As you groom your pet to remove dead hair, dirt and dead skin flakes, take the time to examine its body. Look for unusual lumps under the skin, rashes, bald spots, sores, dull or flaky skin. These are potential warning signs that may warrant a trip to your veterinarian.
Brushing and combing your cat's haircoat regularly removes loose and dead hair before it can be ingested by your cat during self-grooming. This helps minimize the formation of hairballs and prevents your cat from vomiting on your favorite bedspread or carpet. Excessive accumulation of hairballs, particularly in older cats, may cause impactions in the gastrointestinal tract.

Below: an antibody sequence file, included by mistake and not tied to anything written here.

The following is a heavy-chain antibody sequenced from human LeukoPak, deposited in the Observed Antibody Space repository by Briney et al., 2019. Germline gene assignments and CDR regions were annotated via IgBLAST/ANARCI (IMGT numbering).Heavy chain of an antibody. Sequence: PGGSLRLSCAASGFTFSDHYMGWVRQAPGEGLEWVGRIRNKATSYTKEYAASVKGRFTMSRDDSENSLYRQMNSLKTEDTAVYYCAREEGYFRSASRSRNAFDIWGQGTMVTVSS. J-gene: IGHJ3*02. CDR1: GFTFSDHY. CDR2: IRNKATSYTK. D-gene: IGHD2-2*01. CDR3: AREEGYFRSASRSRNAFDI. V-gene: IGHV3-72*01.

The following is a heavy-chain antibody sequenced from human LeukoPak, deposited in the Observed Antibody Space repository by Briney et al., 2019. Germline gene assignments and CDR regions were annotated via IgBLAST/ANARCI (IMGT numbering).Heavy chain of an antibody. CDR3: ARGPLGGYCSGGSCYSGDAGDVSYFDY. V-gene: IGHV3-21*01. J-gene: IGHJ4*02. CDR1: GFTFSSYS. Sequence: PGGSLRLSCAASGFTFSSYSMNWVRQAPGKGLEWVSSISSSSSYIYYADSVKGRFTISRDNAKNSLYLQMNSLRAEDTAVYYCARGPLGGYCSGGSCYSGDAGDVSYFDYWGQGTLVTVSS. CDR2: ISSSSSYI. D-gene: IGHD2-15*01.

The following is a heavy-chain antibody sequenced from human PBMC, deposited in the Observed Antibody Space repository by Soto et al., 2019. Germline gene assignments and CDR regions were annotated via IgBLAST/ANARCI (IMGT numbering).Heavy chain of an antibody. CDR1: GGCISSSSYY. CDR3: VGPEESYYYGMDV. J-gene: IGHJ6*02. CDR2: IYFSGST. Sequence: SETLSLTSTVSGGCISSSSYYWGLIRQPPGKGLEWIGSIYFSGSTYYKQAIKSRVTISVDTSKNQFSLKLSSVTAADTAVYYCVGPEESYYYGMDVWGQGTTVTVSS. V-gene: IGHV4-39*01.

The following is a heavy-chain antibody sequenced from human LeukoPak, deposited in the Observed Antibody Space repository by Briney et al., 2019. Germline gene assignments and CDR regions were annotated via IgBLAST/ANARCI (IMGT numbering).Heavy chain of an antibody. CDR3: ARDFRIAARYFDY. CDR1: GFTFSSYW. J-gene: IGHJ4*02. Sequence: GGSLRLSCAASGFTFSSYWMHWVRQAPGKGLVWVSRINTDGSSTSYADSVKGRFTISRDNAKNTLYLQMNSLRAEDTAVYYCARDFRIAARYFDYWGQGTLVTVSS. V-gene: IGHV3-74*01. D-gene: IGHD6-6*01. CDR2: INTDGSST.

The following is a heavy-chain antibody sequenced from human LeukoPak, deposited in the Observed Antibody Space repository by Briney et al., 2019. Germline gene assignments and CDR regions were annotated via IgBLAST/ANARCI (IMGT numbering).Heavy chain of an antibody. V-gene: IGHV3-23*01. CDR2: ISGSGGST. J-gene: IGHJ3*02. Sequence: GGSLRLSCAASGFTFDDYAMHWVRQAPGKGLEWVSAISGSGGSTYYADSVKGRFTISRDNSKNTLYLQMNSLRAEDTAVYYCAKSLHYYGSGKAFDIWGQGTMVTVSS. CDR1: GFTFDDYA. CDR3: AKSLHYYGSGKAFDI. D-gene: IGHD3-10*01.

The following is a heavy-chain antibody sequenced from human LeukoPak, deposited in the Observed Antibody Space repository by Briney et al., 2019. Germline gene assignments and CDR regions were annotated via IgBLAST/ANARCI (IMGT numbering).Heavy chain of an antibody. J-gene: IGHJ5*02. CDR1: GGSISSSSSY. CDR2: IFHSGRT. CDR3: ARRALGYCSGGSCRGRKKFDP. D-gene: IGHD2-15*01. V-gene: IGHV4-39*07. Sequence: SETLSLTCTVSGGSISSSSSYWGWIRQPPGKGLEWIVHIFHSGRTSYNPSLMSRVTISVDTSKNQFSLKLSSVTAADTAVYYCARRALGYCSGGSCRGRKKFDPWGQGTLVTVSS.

Grooming is the time to check for fleas or other external parasites. Part your pet's hair to the skin and examine your pet from head to tail. Fleas are tiny and not always easily seen, especially on longhaired pets. However, you will know if fleas are present if you observe black specs which are flea droppings.
When you groom your pet, look for cuts, punctures or the presence of foreign objects in its foot pads. During winter months, snow, ice, salt or other chemical de-ices as well as mud can injure paws. They should be cleaned to remove salt and mud particles and the pads treated for cuts from sharp edges of ice. Clean with soap and water and apply an antiseptic. During summer months, when your pet romps or roams outside, inspect its paws for thorns which should carefully be removed with tweezers. Then apply an antiseptic.